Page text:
Toronto-based singer-songwriter Shawna Caspi performs solo but theres a whole band under her fingertips. She believes in poetry and the power of one person and one instrument, accompanying herself with a remarkable lyrical fingerpicking guitar style. Shawnas vocals are brewed by years of classical training, followed by years on the road finding her own voice singing folk songs. She combines power, intensity, character, and closeness. Her performances capture audiences with grace and intimacy, whether the setting is a living room, a festival stage, or the bar car of a passenger train. Shawna loves the landscapes of her travels, and while weaving them into her songs, she has also been portraying them on canvases, painting one-of-a-kind works of art inspired by the rich scenery she sees on tour. Shawnas fourth album Forest Fire is a collection of songs about burning things down and building them up again. When the words get heavy, they are held up to the light of love and gratitude. Shawna strives to be unafraid, to embolden quieted voices, to tell the truth above all else.
Shawna Caspi hadnt done much travelling before tapering off a series of administrative jobs to start touring full-time. She had never even rented a car. She had never been camping before performing at the Blue Skies Music Festival in 2014.
Since then, Shawna has toured throughout Canada and the United States, including performances at the Ottawa Grassroots Festival, the Shelter Valley Folk Festival, the Summerfolk Festival (ON), and the Deep Roots Music Festival (NS), and concert series including the Calgary Folk Club, the Nickelodeon, the Northern Lights Folk Club (AB), the Greenbank Folk Music Society (ON), the Circle of Friends Coffeehouse (MA), On Your Radar (NY), and Six String Concerts (OH).
Shawnas fourth album Forest Fire, released in September 2017, is a collection of songs about burning things down and building them up again. Engineered and produced by Don Kerr (Rheostatics, Bahamas, Ron Sexsmith), the elegant arrangements draw the listener into the depths of haunting, atmospheric tracks, then lift them out with airy, bluegrass instrumentation and hopeful narratives for brighter days. Its dark granite stone with a shot of glimmering quartz through the middle. When the words get heavy, they are held up to the light of love, grace, and gratitude. With these songs, Shawna strives to be unafraid, to embolden quieted voices, to tell the truth above all else.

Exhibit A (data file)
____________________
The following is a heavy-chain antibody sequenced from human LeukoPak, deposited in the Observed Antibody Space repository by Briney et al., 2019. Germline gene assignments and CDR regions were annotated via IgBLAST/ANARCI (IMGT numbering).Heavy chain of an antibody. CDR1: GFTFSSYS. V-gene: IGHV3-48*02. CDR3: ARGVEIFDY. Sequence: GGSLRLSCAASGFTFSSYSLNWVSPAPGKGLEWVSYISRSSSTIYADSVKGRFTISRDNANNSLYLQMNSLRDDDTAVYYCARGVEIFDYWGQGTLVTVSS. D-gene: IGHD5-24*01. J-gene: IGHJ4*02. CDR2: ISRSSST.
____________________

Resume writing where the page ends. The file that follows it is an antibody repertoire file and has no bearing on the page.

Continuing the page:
Some musicians make songwriting sound less of a craft and more of a life affirming obsession. Caspis compositions stand out as beautiful, complex and intricate even in an increasingly crowded folk scene. NOW Magazine
Its an album about cycles, about playing the long game. Thats why its called Forest Fire something that seems huge and devastating when it happens, but in the relative vastness of space and time, its just one small moment on a much grander scale, a necessary catastrophe that leads to new growth.
Shawna taps into her Canadian folk roots to share songs with beauty, humor and a keen eye for the world around her. Add to the fact that she is a classically trained guitarist with a stunning voice, and you have an artist that is destined to be an important artist on the folk circuit. Ron Olesko, Sing Out! Magazine
After taking one painting course in university, Shawna put away her brushes and bottles for the next seven years. But the overwhelming beauty of the landscapes she saw on tour was too much to keep to herself, whether it was coastal beaches, jagged canyons, endless prairie skies, charming fishing villages, tidy Midwestern farms, or the rugged pink rock of the Canadian Shield. She started painting again to share the visual landscapes of her travels, the places she was already weaving into her songs, and now creates one-of-a-kind works of art inspired by the rich scenery she sees on the road. She has sold over one hundred original works and continues to create more. Forest Fire features Shawnas paintings on the front and back cover and throughout the album artwork design.
Shawnas songs have a way of making you feel at home, no matter where you are. Lynda Norman, Executive Director, Kelowna Arts Council
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